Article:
14. A method as set forth in claim 13 wherein the step of moving the portion of mass changes a distribution of weight with respect to the center of the central plate.
15. A method as set forth in claim 14 wherein the step of moving the portion of mass includes the step of changing rotational inertia of the flying disc assembly.
16. A method as set forth in claim 13 wherein the step of moving the portion of mass includes changing the shape of the mass.
17. A method as set forth in claim 13 wherein the step of returning the portion of mass back toward its original position includes the step of changes a distribution of weight with respect to the center of the central plate.
18. A method as set forth in claim 14 wherein the step of returning the portion of mass back toward its original position includes the step of changing rotational inertia of the flying disc assembly.
19. A method as set forth in claim 13 wherein the step of returning the portion of mass back toward its original position includes the step of changing the shape of the mass.
This patent application claims priority to a provisional patent
application having application No. 61/097,988.
1. Field of the Invention
The invention relates to the art of flying discs for use in various disc sports, and more particularly, to the design of flying discs having features for controlling flight characteristics.
2. Description of the Related Art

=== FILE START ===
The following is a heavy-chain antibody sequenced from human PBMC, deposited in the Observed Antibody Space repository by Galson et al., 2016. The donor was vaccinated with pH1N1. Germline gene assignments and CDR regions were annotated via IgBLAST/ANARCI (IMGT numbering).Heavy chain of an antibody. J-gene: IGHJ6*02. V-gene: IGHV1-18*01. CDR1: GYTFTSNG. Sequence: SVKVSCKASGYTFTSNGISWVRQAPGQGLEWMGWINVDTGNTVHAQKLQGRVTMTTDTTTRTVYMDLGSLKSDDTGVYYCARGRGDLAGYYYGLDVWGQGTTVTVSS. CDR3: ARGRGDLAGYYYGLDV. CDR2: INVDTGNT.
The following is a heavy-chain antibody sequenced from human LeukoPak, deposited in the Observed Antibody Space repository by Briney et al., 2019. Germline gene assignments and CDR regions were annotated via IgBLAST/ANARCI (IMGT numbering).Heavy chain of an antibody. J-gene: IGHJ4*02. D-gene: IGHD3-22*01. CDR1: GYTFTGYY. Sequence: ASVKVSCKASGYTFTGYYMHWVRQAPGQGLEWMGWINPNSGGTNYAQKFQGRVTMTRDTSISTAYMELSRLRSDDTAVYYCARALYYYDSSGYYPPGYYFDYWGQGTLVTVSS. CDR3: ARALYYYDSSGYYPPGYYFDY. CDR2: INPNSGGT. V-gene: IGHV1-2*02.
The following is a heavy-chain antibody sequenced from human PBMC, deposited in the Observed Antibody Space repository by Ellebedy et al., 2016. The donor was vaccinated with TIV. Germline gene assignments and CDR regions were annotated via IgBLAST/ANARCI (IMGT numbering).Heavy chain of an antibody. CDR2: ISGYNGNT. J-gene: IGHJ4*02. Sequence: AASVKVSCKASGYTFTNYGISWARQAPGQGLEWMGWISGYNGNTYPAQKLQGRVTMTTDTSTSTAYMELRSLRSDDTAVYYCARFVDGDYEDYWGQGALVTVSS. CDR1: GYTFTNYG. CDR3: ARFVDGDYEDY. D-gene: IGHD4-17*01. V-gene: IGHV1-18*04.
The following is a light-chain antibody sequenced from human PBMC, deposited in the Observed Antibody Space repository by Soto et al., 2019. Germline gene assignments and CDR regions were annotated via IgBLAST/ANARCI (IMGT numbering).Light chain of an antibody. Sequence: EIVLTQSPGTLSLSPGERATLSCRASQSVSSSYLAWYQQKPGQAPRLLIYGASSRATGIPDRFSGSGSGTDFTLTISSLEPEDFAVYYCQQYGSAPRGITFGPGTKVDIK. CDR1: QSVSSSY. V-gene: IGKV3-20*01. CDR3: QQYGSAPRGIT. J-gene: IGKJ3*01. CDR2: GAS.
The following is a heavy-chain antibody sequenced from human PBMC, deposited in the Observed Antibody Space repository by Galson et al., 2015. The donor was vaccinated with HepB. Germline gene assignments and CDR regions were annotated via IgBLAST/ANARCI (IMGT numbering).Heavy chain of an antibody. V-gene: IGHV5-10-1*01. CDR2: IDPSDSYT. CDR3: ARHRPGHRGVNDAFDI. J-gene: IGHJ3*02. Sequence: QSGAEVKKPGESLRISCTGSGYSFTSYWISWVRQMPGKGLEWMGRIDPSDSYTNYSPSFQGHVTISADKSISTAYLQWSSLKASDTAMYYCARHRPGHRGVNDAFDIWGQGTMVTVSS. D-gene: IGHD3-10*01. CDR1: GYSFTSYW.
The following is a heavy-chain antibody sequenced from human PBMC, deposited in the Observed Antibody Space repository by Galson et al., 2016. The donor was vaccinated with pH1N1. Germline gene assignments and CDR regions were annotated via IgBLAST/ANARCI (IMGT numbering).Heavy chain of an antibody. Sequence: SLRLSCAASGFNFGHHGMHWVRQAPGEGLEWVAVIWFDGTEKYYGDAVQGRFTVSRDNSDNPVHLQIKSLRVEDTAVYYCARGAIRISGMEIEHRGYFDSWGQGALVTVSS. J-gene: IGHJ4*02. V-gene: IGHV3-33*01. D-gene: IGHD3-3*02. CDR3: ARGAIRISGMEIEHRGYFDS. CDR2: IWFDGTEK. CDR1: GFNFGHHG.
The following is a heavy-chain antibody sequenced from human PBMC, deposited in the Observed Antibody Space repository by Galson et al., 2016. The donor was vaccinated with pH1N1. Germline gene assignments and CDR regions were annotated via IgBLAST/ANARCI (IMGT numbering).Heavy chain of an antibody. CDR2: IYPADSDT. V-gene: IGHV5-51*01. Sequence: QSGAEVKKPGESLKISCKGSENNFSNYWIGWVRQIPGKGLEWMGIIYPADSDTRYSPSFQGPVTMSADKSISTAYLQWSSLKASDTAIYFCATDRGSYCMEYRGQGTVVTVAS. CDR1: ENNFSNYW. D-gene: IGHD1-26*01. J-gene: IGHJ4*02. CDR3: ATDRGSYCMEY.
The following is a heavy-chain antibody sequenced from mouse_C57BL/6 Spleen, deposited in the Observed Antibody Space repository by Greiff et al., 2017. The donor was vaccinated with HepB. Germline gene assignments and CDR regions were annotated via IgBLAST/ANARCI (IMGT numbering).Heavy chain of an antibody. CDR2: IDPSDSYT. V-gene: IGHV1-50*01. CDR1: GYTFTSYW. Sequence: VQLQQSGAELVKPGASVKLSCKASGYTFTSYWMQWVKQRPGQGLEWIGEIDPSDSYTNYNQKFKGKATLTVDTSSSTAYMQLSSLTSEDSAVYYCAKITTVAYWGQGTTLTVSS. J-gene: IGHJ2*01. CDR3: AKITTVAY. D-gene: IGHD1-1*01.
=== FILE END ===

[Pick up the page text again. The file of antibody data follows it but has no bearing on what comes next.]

Flying discs are used in many recreational sporting activities. Popular flying disc sports include, but are not limited to: Ultimate; Double-Disc Court; MTA (Maximum Time Aloft) competitions, Distance throwing competitions; throw and catch games, and the sport of Disc Golf Among the preferred discs used in each of these sports and recreational activities, there are wide ranges of desired characteristics, including, but not limited to: Strength of throw required, for example, requiring a strong throw from an experienced player, or a weaker throw from a beginner. Flight characteristics, for example, the tendency of the disc to "Fade" to the right or to the left as the disc slows down near the end of its flight, or the tendency to fly straight. Disc "Stability", which is the capacity to be released at high speeds and/or into a head wind, and resist "flipping" (a rotation of the planar axis of the disc that occurs in response to rotational acceleration of the disc around the center axis). A disc designed with features that provide a high degree of stability (known as "over-stable" discs) can be released at high speeds without flipping, however, as the disc decelerates near the end of its flight, it will fade (rotating back upon the same planar axis it was resisting upon the release). Discs designed with features that provide a low degree of stability don't fade as much near the end of their flight. Disc "Glide", the capability to maintain aloft for a long time, providing longer flight distance. Discs that are flat don't glide as well as those shaped like a dome. Over-stability also diminishes glide capability. Trick shot capabilities, for example, rolling the disc on the ground, or skipping it off the ground as it flies. The material the disc is made of, which in turn affects the weight, flight characteristics, as well as durability, grip ability, and flexibility.